There was no course record in the men’s race at Pikes Peak but the winner Dakota Jones impressed us big-time by what he did before the race. The Colorado Springs Gazette reports that Jones biked “250 miles over four days” from his hometown of Durango, Colorado, to the race Manitou Springs, Colorado, as part of a fundraiser for Protect our Winters, a non-profit climate advocacy group. Then he went out and won the race in 3:32:19 before biking home later in the week. And he might have biked more than 250 miles as google maps shows it’s more than 300 miles from Durango to Manitou Springs.
The Pikes Peak Ascent race, which is held the day before the marathon, was severely shortened — basically cut in half this year — out of fear of severe storms. Azerya Tekay Weldemariam (66:28) and Kim Dobson (75:51) were the winners of the 10.5 km race, which featured a 1191m altitude gain.
More: Ridgway runner Megan Kimmel has record day at Pikes Peak Marathon
*Eagle’s Kim Dobson again wins women’s Ascent in return to Pikes Peak
*Non LRC messageboard discussion as to whether the Pikes Peak Ascent should have been shortened
LRC Archives: 2013: Mary Cain Runs 9:02.10 For 3,000 – Arguably The Greatest Distance Performance In High School History
Quote of the Week (that wasn’t quote of the day)
“They (groups) have reached out to us and we have talked with the athletic department about outside usage, but at this point we want to protect the investment CSU has made in the facility. It’s disappointing not to be able to have it open to the public, but times have changed.’’
– Brian Bedard, Colorado State University’s head track coach, explaining to The Coloradoan why the public can no longer use the CSU track which just underwent a $2.4 million renovation. Bedard then explained that homeless people were sleeping at night under the stands of the old track, that lane one was worn down and it was often hard for team members to work out as members of the public were in the way. We have two thoughts on this.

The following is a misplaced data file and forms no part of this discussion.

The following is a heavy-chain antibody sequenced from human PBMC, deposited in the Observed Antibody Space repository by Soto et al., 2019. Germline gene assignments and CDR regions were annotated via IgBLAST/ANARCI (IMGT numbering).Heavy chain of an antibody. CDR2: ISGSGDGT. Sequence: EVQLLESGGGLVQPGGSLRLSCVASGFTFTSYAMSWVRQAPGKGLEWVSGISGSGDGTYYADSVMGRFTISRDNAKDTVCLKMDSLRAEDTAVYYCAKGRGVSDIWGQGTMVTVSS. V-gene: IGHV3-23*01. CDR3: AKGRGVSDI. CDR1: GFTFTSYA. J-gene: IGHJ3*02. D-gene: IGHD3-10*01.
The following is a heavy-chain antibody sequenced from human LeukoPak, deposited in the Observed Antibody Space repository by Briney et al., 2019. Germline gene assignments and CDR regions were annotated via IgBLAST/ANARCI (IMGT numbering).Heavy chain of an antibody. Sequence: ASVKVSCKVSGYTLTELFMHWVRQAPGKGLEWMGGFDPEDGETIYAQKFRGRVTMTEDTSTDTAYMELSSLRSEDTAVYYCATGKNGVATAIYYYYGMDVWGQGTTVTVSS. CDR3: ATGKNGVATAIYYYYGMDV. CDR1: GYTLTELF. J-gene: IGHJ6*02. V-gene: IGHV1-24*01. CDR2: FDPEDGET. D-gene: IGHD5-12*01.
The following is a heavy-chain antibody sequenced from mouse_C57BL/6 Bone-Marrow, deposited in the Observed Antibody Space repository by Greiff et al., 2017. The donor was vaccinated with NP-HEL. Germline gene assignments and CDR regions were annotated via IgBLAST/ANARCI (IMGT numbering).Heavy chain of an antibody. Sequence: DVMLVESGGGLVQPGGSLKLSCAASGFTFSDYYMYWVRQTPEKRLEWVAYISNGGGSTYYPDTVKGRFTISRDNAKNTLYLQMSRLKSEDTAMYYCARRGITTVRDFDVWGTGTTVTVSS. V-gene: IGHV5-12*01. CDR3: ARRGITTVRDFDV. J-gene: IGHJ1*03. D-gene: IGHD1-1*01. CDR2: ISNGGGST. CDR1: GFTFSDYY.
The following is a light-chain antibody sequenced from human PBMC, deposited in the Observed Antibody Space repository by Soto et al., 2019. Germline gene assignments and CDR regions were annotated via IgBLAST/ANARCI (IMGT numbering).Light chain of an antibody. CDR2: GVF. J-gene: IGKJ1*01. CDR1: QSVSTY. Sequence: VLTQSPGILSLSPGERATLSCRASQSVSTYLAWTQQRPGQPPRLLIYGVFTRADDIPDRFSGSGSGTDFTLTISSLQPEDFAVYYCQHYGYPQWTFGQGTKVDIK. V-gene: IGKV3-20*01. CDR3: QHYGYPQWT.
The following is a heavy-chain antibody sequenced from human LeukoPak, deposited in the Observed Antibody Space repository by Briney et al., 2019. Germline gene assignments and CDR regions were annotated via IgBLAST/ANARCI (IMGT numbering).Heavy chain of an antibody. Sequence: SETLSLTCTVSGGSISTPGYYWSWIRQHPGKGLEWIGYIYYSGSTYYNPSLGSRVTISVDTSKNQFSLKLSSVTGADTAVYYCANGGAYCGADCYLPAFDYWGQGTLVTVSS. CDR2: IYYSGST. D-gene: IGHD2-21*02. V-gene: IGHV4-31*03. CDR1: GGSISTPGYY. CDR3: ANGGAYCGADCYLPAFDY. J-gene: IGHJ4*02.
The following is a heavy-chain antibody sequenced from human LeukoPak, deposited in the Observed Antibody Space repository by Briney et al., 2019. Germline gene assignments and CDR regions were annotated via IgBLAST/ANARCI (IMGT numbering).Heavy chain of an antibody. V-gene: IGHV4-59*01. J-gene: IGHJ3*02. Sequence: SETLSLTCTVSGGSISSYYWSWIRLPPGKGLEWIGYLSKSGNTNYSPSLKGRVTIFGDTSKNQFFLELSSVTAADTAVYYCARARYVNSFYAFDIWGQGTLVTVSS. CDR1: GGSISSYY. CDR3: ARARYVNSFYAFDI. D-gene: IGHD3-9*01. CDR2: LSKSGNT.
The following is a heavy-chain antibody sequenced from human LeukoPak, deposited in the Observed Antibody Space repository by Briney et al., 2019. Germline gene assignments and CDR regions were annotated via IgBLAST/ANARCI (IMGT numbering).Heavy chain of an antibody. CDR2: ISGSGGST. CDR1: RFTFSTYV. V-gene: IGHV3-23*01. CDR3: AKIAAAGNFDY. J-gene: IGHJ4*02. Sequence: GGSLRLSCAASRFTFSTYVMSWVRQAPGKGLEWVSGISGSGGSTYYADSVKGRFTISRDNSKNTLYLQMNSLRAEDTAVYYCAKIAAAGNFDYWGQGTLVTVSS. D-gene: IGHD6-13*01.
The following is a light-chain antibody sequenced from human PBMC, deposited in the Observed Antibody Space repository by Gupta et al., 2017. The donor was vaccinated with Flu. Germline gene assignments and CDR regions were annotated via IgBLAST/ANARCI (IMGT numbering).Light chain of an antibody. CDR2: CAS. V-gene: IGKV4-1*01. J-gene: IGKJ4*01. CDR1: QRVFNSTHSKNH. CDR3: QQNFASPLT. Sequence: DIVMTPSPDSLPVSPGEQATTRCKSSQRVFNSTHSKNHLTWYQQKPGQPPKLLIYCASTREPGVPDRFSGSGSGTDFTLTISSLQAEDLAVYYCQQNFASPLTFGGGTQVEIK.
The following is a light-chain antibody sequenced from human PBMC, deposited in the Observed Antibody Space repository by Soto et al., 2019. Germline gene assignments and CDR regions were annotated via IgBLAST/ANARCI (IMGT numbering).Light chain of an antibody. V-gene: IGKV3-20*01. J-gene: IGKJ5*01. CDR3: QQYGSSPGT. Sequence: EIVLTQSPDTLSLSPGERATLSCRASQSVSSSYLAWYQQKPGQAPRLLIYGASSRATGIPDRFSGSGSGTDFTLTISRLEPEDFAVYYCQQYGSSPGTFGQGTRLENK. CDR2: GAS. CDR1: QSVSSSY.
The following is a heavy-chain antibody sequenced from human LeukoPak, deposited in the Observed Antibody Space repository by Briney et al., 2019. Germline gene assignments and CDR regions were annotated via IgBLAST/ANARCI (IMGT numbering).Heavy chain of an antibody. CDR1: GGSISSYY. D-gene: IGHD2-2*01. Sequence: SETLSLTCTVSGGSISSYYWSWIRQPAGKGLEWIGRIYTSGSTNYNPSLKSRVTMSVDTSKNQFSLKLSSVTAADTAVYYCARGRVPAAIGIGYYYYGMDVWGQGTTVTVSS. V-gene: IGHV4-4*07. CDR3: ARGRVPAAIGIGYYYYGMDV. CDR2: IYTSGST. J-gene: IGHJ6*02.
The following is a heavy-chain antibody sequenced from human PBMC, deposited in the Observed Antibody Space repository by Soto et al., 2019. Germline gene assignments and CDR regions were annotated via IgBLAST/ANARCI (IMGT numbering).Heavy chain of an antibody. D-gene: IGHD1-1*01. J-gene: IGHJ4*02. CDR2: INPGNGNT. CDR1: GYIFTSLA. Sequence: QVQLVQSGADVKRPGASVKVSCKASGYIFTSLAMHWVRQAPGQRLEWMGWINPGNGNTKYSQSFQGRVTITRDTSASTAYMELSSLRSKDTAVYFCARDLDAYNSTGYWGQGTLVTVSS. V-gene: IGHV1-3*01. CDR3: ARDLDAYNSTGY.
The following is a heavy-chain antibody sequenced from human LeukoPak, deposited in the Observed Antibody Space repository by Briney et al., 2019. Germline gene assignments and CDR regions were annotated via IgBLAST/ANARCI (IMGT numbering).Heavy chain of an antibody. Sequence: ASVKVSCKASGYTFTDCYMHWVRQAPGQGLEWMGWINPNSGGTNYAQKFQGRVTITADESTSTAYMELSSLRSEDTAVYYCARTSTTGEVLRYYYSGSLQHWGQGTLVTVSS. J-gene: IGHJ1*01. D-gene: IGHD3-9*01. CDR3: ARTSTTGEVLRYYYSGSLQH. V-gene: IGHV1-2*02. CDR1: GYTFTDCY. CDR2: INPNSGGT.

- We know tracks are expensive but we still think the public should be allowed to use them. If you want to charge a fee like they do in the UK, go ahead.
- If you are worried about the homeless, lock the track at night. If you are worried about lane one being worn down, put up a big sign telling the public what lane to use and also put up a big sign saying that if a CSU team member is working out, they have the right of way (and obviously close the track for 3-4 hours a day when there is the official team practice, but sometimes individuals need to workout at different times due to conflicts).
LRC Travel Woes, A Finish-Line Fall, & A Full-Time Job: How Charlie Marquardt Went From A Zero-Time DIII Champ To A 3:55 Miler Marquardt, who was a three-time NCAA DIII runner-up at Haverford, has no shoe contract, works a full-time job and just broke 4:00 in the mile for the first time in style – skipping the 3:59s, 58s, 57s and 56s entirely – running 3:55 at the Sir Walter Miler on August 3.
NY Times Shalane Flanagan Will Return To Defend Her NYC Marathon Title Flanagan had considered retiring after winning last year at 36 years old, but has decided to line up at least one more time before she hangs ’em up.
*MB: Shalane Flanagan is Running 2018 NYC Marathon.
You Can’t Say He Isn’t Entertaining: Noah Lyles Believes He Can Run 9.41 Seconds For 100m Lyles also talks about “transcending the sport” and says he’s had a lot of kids come up to him and saying they’ve only heard his rap songs, but not seen him run.
The Guardian: “Why Ethiopia’s Running Success Is About More Than Poverty And Altitude” A UK journalist talks about his training adventures in Ethiopian which included things like 3AM hill repeats and six hour round-trips by bus. A good read, but he is discounting the genetic factor when he says Brits could have similar distance success if they trained like the Ethiopians did.
*MB: Guardian article on Ethiopian Training Philosophy
To see our favorite reads from other weeks, go here.
Quotes Of The Day And Last Week’s Home Pages
To see the actual quotes of the day from last week or last week’s home page or any home page, go to our archive page.